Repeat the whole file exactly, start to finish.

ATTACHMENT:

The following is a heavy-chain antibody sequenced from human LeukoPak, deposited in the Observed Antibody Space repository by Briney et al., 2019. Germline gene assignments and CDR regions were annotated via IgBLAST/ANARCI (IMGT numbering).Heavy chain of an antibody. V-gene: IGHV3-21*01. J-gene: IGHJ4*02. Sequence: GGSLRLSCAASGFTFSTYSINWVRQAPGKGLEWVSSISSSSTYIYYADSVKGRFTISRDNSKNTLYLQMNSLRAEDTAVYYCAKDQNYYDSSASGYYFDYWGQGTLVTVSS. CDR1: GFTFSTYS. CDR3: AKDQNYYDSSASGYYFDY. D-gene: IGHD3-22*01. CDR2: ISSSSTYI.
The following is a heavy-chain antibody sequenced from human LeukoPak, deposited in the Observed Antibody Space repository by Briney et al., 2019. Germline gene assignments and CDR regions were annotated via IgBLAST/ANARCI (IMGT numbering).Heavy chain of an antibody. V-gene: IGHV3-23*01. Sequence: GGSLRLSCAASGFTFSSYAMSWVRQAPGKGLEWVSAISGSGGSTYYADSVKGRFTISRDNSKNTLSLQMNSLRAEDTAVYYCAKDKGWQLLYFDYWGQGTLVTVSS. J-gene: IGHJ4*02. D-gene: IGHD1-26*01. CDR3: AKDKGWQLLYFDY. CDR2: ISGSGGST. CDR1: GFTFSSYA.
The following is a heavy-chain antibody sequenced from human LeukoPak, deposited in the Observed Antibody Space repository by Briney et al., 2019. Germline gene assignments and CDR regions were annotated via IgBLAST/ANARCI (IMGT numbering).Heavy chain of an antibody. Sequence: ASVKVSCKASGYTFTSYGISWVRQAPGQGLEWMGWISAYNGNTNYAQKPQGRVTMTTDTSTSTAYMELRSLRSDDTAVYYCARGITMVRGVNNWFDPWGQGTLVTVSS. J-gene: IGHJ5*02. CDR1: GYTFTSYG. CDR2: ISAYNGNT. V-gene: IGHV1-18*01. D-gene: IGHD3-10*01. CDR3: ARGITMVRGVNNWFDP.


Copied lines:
The following is a heavy-chain antibody sequenced from human LeukoPak, deposited in the Observed Antibody Space repository by Briney et al., 2019. Germline gene assignments and CDR regions were annotated via IgBLAST/ANARCI (IMGT numbering).Heavy chain of an antibody. V-gene: IGHV3-21*01. J-gene: IGHJ4*02. Sequence: GGSLRLSCAASGFTFSTYSINWVRQAPGKGLEWVSSISSSSTYIYYADSVKGRFTISRDNSKNTLYLQMNSLRAEDTAVYYCAKDQNYYDSSASGYYFDYWGQGTLVTVSS. CDR1: GFTFSTYS. CDR3: AKDQNYYDSSASGYYFDY. D-gene: IGHD3-22*01. CDR2: ISSSSTYI.
The following is a heavy-chain antibody sequenced from human LeukoPak, deposited in the Observed Antibody Space repository by Briney et al., 2019. Germline gene assignments and CDR regions were annotated via IgBLAST/ANARCI (IMGT numbering).Heavy chain of an antibody. V-gene: IGHV3-23*01. Sequence: GGSLRLSCAASGFTFSSYAMSWVRQAPGKGLEWVSAISGSGGSTYYADSVKGRFTISRDNSKNTLSLQMNSLRAEDTAVYYCAKDKGWQLLYFDYWGQGTLVTVSS. J-gene: IGHJ4*02. D-gene: IGHD1-26*01. CDR3: AKDKGWQLLYFDY. CDR2: ISGSGGST. CDR1: GFTFSSYA.
The following is a heavy-chain antibody sequenced from human LeukoPak, deposited in the Observed Antibody Space repository by Briney et al., 2019. Germline gene assignments and CDR regions were annotated via IgBLAST/ANARCI (IMGT numbering).Heavy chain of an antibody. Sequence: ASVKVSCKASGYTFTSYGISWVRQAPGQGLEWMGWISAYNGNTNYAQKPQGRVTMTTDTSTSTAYMELRSLRSDDTAVYYCARGITMVRGVNNWFDPWGQGTLVTVSS. J-gene: IGHJ5*02. CDR1: GYTFTSYG. CDR2: ISAYNGNT. V-gene: IGHV1-18*01. D-gene: IGHD3-10*01. CDR3: ARGITMVRGVNNWFDP.